Retired Defense Industry Engineer; Schluter 2.5-day Workshop Completed 2013, 2014

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    In the trades Dana's Avatar
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    Been there, done that. (I just corrected an order-of-magnitude error I committed on another thread.)

  7. #7
    Retired Defense Industry Engineer jadnashua's Avatar
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    FWIW, one watt-hour = 3.412142BTU, so the numbers jive if you use that multiplier (with some rounding).
    Jim DeBruycker
    Important note - I'm not a pro
    Retired Defense Industry Engineer; Schluter 2.5-day Workshop Completed 2013, 2014

  8. #8
    Retired Defense Industry Engineer jadnashua's Avatar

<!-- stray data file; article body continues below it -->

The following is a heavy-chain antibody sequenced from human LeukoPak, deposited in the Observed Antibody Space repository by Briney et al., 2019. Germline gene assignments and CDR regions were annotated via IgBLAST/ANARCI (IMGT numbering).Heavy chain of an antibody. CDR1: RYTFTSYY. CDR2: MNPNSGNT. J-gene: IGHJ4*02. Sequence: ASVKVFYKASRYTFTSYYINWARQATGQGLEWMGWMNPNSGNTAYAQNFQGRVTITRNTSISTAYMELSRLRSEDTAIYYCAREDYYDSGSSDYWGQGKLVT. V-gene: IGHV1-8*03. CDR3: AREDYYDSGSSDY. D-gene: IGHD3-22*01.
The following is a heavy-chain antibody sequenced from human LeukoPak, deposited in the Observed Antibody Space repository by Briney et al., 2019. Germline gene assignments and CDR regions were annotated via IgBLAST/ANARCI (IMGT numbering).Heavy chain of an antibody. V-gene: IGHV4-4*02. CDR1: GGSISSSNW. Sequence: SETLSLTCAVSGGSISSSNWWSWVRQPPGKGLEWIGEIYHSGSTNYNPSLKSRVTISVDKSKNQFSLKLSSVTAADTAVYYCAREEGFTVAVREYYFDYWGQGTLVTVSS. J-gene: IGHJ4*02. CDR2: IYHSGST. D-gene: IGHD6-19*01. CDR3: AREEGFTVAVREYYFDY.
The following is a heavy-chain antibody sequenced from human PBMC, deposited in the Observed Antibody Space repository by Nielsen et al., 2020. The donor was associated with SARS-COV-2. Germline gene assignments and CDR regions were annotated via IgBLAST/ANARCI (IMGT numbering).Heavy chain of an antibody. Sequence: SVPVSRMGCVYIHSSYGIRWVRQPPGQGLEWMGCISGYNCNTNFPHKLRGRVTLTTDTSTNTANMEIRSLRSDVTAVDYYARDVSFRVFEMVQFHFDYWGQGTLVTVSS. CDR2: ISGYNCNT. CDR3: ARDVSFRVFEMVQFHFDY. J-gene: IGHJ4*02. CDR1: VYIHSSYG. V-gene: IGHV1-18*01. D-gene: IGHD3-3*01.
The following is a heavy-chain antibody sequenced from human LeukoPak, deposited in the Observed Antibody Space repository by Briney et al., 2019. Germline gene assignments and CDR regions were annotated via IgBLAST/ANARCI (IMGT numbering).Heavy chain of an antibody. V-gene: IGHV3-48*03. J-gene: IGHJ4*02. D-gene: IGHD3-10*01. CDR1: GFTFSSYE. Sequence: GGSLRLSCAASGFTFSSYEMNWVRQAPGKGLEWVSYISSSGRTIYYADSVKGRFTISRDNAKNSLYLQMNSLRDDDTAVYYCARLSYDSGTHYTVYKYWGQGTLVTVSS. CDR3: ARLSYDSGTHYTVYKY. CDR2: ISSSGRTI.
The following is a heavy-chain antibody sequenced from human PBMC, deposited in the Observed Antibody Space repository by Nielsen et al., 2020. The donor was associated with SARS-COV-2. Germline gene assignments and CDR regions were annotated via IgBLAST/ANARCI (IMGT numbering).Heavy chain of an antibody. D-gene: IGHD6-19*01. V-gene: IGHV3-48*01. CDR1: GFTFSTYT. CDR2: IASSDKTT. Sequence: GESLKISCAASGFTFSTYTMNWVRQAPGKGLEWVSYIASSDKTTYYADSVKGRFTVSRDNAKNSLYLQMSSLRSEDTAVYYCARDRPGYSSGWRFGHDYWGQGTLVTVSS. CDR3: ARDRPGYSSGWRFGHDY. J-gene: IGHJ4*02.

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    An electric tankless, just like all tankless systems, requires a clean heat exchanger. Think of the buildup in a teakettle. Since you are applying quite high temperatures to a small stream of water, it WILL get mineral deposits which act like an insulator on the walls. As a result, depending on just how hard your water is, how much you use it, and how high you set the temperature, it may require cleaning more often than the nominal annual service. If it is setup for this, and you have the proper hardware (requires a pump and special isolation valves on the thing so you can pump the cleaner through the heat exchanger while isolating it from the rest of the pipes), it's pretty simple. If you have enough amps to drive the thing, and it is sized for your flow, they can work. It is an energy hog while it is running, though, and the house needs adequate supply.
    Jim DeBruycker
    Important note - I'm not a pro
    Retired Defense Industry Engineer; Schluter 2.5-day Workshop Completed 2013, 2014